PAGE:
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The relationship between aid and state building is highly complex and the effects of aid on weak states depend on donors’ interests, aid modalities and the recipient’s pre-existing institutional and socio-political conditions. This book argues that, in the case of Afghanistan, the country inherited conditions that were not favourable for effective state building. Although some of the problems that emerged in the post-2001 state building process were predictable, the types of interventions that occurred—including an aid architecture which largely bypassed the state, the subordination of state building to the war on terror, and the short horizon policy choices of donors and the Afghan government—reduced the effectiveness of the aid and undermined effective state building. By examining how foreign aid affected state building in Afghanistan since the US militarily intervened in Afghanistan in late 2001 until the end of President Hamid Karzai’s first term in 2009, this book reveals the dynamic and complex relations between the Afghan government and foreign donors in their efforts to rebuild state institutions. The work explores three key areas: how donors supported government reforms to improve the taxation system, how government reorganized the state’s fiscal management system, and how aid dependency and aid distribution outside the government budget affected interactions between state and society. Given that external revenue in the form of tribute, subsidies and aid has shaped the characteristics of the state in Afghanistan since the mid-eighteenth century, this book situates state building in a historical context. This book will be invaluable for practitioners and anyone studying political economy, state building, international development and the politics of foreign aid.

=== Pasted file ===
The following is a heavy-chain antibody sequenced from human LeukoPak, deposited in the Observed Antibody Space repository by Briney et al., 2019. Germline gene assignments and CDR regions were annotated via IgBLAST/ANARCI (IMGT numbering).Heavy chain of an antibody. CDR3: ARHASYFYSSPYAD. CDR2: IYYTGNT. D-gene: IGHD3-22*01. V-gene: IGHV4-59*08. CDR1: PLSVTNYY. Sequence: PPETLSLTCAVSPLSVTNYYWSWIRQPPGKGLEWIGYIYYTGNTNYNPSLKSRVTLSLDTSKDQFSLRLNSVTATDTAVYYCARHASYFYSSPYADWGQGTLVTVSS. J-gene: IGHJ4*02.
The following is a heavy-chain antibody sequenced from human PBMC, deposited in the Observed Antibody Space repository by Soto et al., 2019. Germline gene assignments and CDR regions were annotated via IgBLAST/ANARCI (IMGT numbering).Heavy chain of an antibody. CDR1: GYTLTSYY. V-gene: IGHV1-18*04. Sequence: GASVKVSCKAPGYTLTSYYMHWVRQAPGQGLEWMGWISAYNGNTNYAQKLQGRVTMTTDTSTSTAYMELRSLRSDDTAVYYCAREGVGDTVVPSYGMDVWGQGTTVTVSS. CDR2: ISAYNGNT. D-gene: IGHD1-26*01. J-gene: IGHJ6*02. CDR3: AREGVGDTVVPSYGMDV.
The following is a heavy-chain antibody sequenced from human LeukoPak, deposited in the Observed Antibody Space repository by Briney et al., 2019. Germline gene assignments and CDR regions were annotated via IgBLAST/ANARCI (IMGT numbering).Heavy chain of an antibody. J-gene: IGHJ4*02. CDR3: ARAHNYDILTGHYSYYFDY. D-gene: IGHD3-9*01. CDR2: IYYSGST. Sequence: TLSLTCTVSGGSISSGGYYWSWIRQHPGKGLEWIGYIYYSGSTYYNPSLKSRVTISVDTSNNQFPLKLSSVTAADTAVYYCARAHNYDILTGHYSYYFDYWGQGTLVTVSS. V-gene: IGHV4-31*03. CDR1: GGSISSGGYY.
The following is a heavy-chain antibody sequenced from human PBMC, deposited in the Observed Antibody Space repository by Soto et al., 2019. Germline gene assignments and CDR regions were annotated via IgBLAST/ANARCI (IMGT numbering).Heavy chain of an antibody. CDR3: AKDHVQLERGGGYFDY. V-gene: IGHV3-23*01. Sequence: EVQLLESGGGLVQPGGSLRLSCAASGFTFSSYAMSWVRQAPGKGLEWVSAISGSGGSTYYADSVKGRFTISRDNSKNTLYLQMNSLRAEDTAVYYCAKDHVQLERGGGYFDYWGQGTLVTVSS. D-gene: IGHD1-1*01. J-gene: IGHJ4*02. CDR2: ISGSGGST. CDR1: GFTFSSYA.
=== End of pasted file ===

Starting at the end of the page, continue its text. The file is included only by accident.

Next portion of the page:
The Architecture of Development Assistance
Author: OECD
Publisher: OECD Publishing
ISBN: 9264178880
Pages: 204
Year: 2012-12-03
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This book includes reports on Multilateral Aid, the Division of Labour and Aid Fragmentation, Aid Predictability to provide an overview of the key trends and developments in the architecture of aid.